The videos created during this workshop will be featured here on the Banyan Tree Project web page, and will be available via our YouTube channel and on DVD for screening at National A&PI HIV/AIDS Awareness Day events. If you are interested in receiving a DVD, please email the Banyan Tree Project team.

Saving Face Can't Make You Safe: Talk about HIV—for me, for you, for everyone.

Taking Root takes our campaign to a whole new level, where people are talking about HIV for themselves and for our community as a whole, cutting to the core of what the Banyan Tree Project's slogan is all about.

"Saving face" is a common cultural concept in A&PI communities, where individuals seek to protect the family from perceived public shame or disgrace. In practice, "saving face" contributes to silence about sex, HIV, and safe sex practices. Saving face and stigma also lead to higher rates of HIV infection and a lack of knowledge about one's HIV status:

  • 1 in 3 Asians and Pacific Islanders living with HIV don't know it
  • Over half of Pacific Islanders have never been tested for HIV
  • Over two-thirds of Asians have never been tested for HIV
  • 80% of A&PI women living with HIV got it from sex with a man (heterosexual contact)
  • A&PI women are four times more likely to have an STD than an A&PI man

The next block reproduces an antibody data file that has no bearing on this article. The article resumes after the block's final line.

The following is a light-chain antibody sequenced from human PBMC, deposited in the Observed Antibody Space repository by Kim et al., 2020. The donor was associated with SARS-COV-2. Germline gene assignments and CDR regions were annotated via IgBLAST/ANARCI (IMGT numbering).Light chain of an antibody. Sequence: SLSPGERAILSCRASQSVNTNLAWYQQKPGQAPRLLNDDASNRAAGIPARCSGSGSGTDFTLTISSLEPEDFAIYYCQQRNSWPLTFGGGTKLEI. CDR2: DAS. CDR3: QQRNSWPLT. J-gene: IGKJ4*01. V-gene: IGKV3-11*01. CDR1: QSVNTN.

• A&PI women had the largest rate of increase in new HIV infections, higher than any other racial/ethnic group

What can you do?

How can you help spread the word?

It's easy! Get ready and set to help spread the word:

  • Follow us on Facebook and Twitter and share our postings and tweets
  • Embed our videos on your web page, blog, and share them by visiting our YouTube page
  • Download and sign the Banyan Tree Pledge. Make extra copies for your friends to sign!

When you're ready and set, GO!

  • Attend or promote a National Asian & Pacific Islander HIV/AIDS Awareness Day event. Visit our Event Page for an event in your area.
  • Share our updates from Facebook on your wall and with your friends.
  • Retweet our Twitter feed. Use the hashtag #May19 for any National Asian & Pacific Islander HIV/AIDS Awareness Day related tweets.
  • Embed or share our PSAs leading up to May 19 on your emails, web site, blogs, Facebook page or Twitter feed.

News and Events

Make your own I'm Talking About HIV sign

Center for Digital Storytelling

CDC Disclaimer: This site contains HIV prevention messages that may not be appropriate for all audiences. If you are not seeking such information or may be offended by such materials, please exit this website.

The Banyan Tree Project is a program of Asian & Pacific Islander Wellness Center

Our partners are nonprofit and community-based organizations dedicated to providing HIV referrals, education, outreach, advocacy, prevention and care services to A&PI communities.

This web site was supported by Cooperative Agreement Number 1U65PS002095-01 from The Centers for Disease Control and Prevention. The Taking Root Digital Storytelling Initiative is also supported by the Office of Minority Health Resource Center. Its contents are solely the responsibility of the authors and do not necessarily represent the official views of the Centers for Disease Control and Prevention or the Office of Minority Health Resource Center.